Sometimes, you just wanna dance to some funky pop songs about sexual tension.
With their sophomore album, Young Love, Biscuits & Gravy secure their spot as Boston’s horniest pop-funk balladeers. The album’s message is clear: young love is raw and turbulent. Their first album, Hello Weekend, featured similar adolescent observations and fantasies: “(Girl Are You A) Freak” and this time, it’s more of the same. The first lyrics vocalist David Huddleston sings are, “Have you ever seen a girl so fine / blows my mind with the sexy ways / drives me crazy touching me.”
Technically, Young Love is a tight 8-track album that sounds good on laptop speakers and subwoofers alike. It’s cleanly produced, as any pop record should be.
But more than that, Biscuits & Gravy is a gut band. They don’t make thinking music; they make music that makes you move. They make forget-about-last-night music. Young Love is about universal feelings—about not caring enough, about caring too much, about finding the heart to move on.
With that, I’d like to offer how each song makes me feel—music’s most accurate and only compass.
How each song makes me feel (plus some other comments):
“Girl So Fine”
Instantly catchy, skintight, horn-driven funk. One of the best songs on the album.
Feels like: playing hookie from work and going to the beach with the girl you’re into.
“Down With You”
“Down With You” has an eighties, straight-ahead rhythm with simple lyrics, “Let me get down with you, down with you, down.” It’s the type of song that if it had a video should feature a finger-snapping mob materializing from alleyways and coffee shops, with unlikely participants—garbagemen, neighborhood cops, bums.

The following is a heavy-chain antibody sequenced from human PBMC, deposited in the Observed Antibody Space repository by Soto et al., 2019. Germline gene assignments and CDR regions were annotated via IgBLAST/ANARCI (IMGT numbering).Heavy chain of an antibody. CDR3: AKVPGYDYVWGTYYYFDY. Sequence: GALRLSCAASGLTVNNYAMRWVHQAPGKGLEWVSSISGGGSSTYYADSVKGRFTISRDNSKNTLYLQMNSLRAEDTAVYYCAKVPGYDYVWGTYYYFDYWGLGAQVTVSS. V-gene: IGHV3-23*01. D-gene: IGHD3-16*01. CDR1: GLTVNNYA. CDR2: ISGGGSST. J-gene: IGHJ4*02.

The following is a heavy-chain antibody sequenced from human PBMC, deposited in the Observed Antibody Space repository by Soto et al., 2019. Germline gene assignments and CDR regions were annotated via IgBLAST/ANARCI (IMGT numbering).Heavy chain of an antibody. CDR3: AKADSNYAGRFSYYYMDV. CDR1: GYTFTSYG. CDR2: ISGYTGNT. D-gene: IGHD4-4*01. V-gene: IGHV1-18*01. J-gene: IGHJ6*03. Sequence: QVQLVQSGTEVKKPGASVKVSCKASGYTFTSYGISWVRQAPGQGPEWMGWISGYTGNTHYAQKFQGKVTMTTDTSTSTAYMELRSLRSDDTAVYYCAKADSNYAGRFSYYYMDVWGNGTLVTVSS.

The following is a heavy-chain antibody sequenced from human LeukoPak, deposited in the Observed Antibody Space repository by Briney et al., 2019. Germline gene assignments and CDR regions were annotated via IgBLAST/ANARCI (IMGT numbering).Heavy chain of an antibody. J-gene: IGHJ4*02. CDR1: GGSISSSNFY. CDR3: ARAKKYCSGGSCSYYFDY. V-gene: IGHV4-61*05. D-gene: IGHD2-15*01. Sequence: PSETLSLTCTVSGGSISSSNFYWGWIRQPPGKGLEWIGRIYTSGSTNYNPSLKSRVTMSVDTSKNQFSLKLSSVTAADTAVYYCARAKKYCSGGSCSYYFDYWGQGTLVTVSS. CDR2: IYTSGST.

Feels like: enthusiastically joining a flashmob.
“Heartbreaker” is the single for a reason. Try getting the chorus out of your head. It’s also the one Sound of Boston premiered in June. The various instruments—guitar, horns, drums, bass—spiral into their own melodies and regroup at the perfect times.
Feels like: a shot of whiskey to get the night going.
“Gravy” is a short interlude and an instrumental extension of “Heartbreaker.” It doesn’t pack nearly as much of a punch as the song before it, and feels like an afterthought.
Feels like: walking up to a girl at the bar and garbling your words.
“Twenty Five” stands out with its hip-hop backbeat and rap verse. The lack of horns makes the song feel bare compared to others; you want them in the chorus, but they never come.
Feels like: cruising down Main Street with your boys but then getting pulled over.
One of the more downtempo songs on the album, “Shine” hypnotizes with gliding horns, synth soundscapes, and echoey vocals.
Feels like: you’re on a plane, ascending into the northern lights.
“Turn My Way”
“Turn My Way” follows a popular formula for writing a catchy song: an instrument plays the melody of the chorus in the first few bars (in this case a vibraphone sound) so that the listener already knows it by the time the chorus comes around. It’s not a new strategy, but it sure as hell works. As Swedish mega-producer Max Martin (of Katy Perry, Britney Spears, and Backstreet Boys fame) once said, “Once the chorus comes, you feel like you’ve heard it before. And you have! You’ve heard it in the verse. It automatically creates a sense of familiarity.”
When Huddleston sings the chorus for the first time—“So just turn my way / turn my way / turn my way”—the first-time listener can already sing along.
Feels like: having the bartender know your order without saying anything.
The last song on the album, “Real Talk” sounds like an urban lullaby : “Real talk is in the streets / it’s what you breath / please stomp your feet for me if you believe it.” Complete with a bluesy saxophone solo that could be from a Billy Joel song and a fuzzy layer of vinyl noise noise in the background, it’s a song that reminds us young love is often melancholic.
Feels like: standing over a steaming manhole cover as a siren wails in the distance.
- Tight band; singer David Huddleston’s voice is Bruno Mars-y in his raspy energy.
- “Girl So Fine” and “Heartbreaker” are some of the funkier songs I’ve heard in awhile.
- I’m a sucker for horns.
- Vocal melodies start to sound similar from song to song.
- The “Gravy” feels like an afterthought.